Introduction: Ancient people used shadows to tell the time before the invention of the clock. The device they used to read these shadows was called a sundial. Use this activity to make your own sundial.
Note: the Sun will NEVER be directly overhead (i.e. at the zenith) in the continental United States. AVOID saying "the Sun is overhead". IT IS NOT. Say, "when the Sun reaches its highest point in the sky it is noon".
Local noon: When the Sun is as high as it gets in the sky for the day, it is local noon. Therefore, the shadow cast by the style will be its shortest at local noon. At local noon the shadow will also point due north because the Sun will be due south at this time.
Length of shadows: The shadows are longer in the morning and afternoon and are shortest at local noon, when the Sun is highest in the sky.
In the summer the shadows are shortest (at a given time of the day) and in the winter they are longest. This is due to the fact that the Sun is higher in the sky in the summer than in the winter. Also, after vernal equinox in the spring and before autumnal equinox in the summer the shadows can sweep across more than 180 degrees, since the Sun rises north of east and sets north of west during these times of the year.
If your class makes careful measurements of the angle that the shadow makes at the same time for different weeks you will discover that the angle changes a little. That is because the sun's time, as measured by a sundial, and clock time do not stay in perfect agreement. Sometimes the Sun is a little ahead of the clock, and sometimes it is a little behind the clock. The difference can be as much as +/- 16 minutes.
On some globes, in the middle of the Pacific Ocean, is an elongated figure eight, known as an analemma. Around the perimeter of the analemma are the months of the year. Find today's date and look at the time before or after the vertical center line. This will tell you how many minutes ahead or behind the clocks the Sun is today. Also notice the vertical location of the position on the analemma. This tells you the latitude on earth where the Sun will be directly overhead (i.e. at the zenith) at noon on the date specified. Notice that the largest latitude listed is 23½ degrees;, the Tropic of Cancer, which is well south of the continental US.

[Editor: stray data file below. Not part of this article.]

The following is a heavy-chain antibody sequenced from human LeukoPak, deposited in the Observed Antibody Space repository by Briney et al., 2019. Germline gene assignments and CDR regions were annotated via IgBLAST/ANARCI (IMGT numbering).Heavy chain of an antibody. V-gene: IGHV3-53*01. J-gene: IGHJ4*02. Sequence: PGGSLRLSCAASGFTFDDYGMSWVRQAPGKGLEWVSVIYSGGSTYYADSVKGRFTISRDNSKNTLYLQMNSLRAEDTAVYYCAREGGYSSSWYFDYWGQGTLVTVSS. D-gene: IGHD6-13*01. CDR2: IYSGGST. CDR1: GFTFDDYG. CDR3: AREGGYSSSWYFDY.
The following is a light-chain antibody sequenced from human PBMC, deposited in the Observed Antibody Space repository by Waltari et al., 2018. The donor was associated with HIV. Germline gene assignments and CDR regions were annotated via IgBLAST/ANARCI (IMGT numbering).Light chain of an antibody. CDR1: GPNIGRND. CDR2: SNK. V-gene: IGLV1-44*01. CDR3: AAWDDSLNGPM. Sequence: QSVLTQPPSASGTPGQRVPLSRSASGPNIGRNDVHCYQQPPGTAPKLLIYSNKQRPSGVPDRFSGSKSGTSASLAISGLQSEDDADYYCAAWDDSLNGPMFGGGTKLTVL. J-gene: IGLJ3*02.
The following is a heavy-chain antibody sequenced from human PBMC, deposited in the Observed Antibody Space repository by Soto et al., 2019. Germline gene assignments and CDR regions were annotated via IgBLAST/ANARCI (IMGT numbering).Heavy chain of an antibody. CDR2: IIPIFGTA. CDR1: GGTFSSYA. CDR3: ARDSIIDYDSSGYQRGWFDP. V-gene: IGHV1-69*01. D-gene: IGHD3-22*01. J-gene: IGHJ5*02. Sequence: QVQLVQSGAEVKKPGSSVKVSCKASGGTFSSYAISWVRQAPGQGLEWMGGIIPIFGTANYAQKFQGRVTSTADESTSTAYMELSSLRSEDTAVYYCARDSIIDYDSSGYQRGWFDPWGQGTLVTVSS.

The following table should be used to figure the angles between the hour graduations.
|Noon and 1 p.m. also noon and 11 a.m.||12 degrees||Noon and 2 p.m. also noon and 10 a.m.||24.5 degrees|
|Noon and 3 p.m. also noon and 9 a.m.||38 degrees||Noon and 4 p.m. also noon and 8 a.m.||54 degrees|
|Noon and 5 p.m. also noon and 7 a.m.||71 degrees||Noon and 6 p.m. also noon and 6 a.m.||90 degrees|
|Noon and 7 p.m. also noon and 5 a.m.||109 degrees||Noon and 8 p.m. also noon and 4 a.m.||126 degrees|
|Noon and 9 p.m. also noon and 3 a.m.||142 degrees||Noon and 10 p.m. also noon and 2 a.m.||136 degrees|
|Noon and 11 p.m. also noon and 1 a.m.||169 degrees|
©Copyright 1998 Elizabeth
Beckett, Holly Bernitt, and Vishwa Chandra.